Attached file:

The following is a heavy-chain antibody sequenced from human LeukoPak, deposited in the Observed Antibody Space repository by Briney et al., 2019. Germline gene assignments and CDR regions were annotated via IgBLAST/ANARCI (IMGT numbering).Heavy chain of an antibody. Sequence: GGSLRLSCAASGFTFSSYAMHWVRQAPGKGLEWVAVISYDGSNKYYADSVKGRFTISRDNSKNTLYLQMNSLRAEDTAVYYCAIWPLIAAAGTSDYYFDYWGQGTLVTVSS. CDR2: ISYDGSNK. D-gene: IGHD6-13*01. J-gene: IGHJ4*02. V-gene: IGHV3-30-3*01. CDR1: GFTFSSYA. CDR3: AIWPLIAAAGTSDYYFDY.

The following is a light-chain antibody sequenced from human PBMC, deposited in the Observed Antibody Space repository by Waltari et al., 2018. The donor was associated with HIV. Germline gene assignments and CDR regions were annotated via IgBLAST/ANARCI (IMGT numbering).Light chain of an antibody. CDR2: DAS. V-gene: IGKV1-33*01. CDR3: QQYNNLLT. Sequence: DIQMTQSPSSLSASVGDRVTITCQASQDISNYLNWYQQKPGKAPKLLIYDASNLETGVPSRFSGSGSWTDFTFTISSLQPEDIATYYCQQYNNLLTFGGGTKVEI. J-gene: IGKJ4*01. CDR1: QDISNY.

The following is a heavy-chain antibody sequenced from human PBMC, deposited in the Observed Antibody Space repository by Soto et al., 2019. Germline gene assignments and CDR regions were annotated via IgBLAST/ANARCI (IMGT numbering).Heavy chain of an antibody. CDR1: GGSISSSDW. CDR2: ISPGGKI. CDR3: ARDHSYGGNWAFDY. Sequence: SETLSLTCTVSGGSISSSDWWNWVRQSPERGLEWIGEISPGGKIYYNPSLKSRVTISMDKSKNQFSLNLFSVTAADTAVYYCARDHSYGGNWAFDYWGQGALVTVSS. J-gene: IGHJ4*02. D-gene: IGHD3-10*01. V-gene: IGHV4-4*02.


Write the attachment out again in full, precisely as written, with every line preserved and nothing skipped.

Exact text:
The following is a heavy-chain antibody sequenced from human LeukoPak, deposited in the Observed Antibody Space repository by Briney et al., 2019. Germline gene assignments and CDR regions were annotated via IgBLAST/ANARCI (IMGT numbering).Heavy chain of an antibody. Sequence: GGSLRLSCAASGFTFSSYAMHWVRQAPGKGLEWVAVISYDGSNKYYADSVKGRFTISRDNSKNTLYLQMNSLRAEDTAVYYCAIWPLIAAAGTSDYYFDYWGQGTLVTVSS. CDR2: ISYDGSNK. D-gene: IGHD6-13*01. J-gene: IGHJ4*02. V-gene: IGHV3-30-3*01. CDR1: GFTFSSYA. CDR3: AIWPLIAAAGTSDYYFDY.

The following is a light-chain antibody sequenced from human PBMC, deposited in the Observed Antibody Space repository by Waltari et al., 2018. The donor was associated with HIV. Germline gene assignments and CDR regions were annotated via IgBLAST/ANARCI (IMGT numbering).Light chain of an antibody. CDR2: DAS. V-gene: IGKV1-33*01. CDR3: QQYNNLLT. Sequence: DIQMTQSPSSLSASVGDRVTITCQASQDISNYLNWYQQKPGKAPKLLIYDASNLETGVPSRFSGSGSWTDFTFTISSLQPEDIATYYCQQYNNLLTFGGGTKVEI. J-gene: IGKJ4*01. CDR1: QDISNY.

The following is a heavy-chain antibody sequenced from human PBMC, deposited in the Observed Antibody Space repository by Soto et al., 2019. Germline gene assignments and CDR regions were annotated via IgBLAST/ANARCI (IMGT numbering).Heavy chain of an antibody. CDR1: GGSISSSDW. CDR2: ISPGGKI. CDR3: ARDHSYGGNWAFDY. Sequence: SETLSLTCTVSGGSISSSDWWNWVRQSPERGLEWIGEISPGGKIYYNPSLKSRVTISMDKSKNQFSLNLFSVTAADTAVYYCARDHSYGGNWAFDYWGQGALVTVSS. J-gene: IGHJ4*02. D-gene: IGHD3-10*01. V-gene: IGHV4-4*02.